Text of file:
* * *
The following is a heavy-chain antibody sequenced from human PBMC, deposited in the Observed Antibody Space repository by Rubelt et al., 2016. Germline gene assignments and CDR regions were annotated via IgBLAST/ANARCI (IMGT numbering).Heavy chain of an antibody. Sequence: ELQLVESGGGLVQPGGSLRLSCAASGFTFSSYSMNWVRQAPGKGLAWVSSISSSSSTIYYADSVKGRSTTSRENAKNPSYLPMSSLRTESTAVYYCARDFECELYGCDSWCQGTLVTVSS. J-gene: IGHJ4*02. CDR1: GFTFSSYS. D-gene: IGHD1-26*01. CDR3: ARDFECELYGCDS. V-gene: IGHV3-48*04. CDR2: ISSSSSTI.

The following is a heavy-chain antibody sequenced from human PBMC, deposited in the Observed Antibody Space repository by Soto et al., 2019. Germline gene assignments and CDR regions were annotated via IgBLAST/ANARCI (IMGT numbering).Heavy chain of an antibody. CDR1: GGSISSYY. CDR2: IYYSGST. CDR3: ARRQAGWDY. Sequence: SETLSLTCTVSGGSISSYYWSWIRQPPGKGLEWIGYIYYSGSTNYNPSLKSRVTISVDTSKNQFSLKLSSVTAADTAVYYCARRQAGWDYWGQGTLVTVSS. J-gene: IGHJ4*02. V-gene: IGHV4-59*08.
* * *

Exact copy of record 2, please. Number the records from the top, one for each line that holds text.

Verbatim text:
The following is a heavy-chain antibody sequenced from human PBMC, deposited in the Observed Antibody Space repository by Soto et al., 2019. Germline gene assignments and CDR regions were annotated via IgBLAST/ANARCI (IMGT numbering).Heavy chain of an antibody. CDR1: GGSISSYY. CDR2: IYYSGST. CDR3: ARRQAGWDY. Sequence: SETLSLTCTVSGGSISSYYWSWIRQPPGKGLEWIGYIYYSGSTNYNPSLKSRVTISVDTSKNQFSLKLSSVTAADTAVYYCARRQAGWDYWGQGTLVTVSS. J-gene: IGHJ4*02. V-gene: IGHV4-59*08.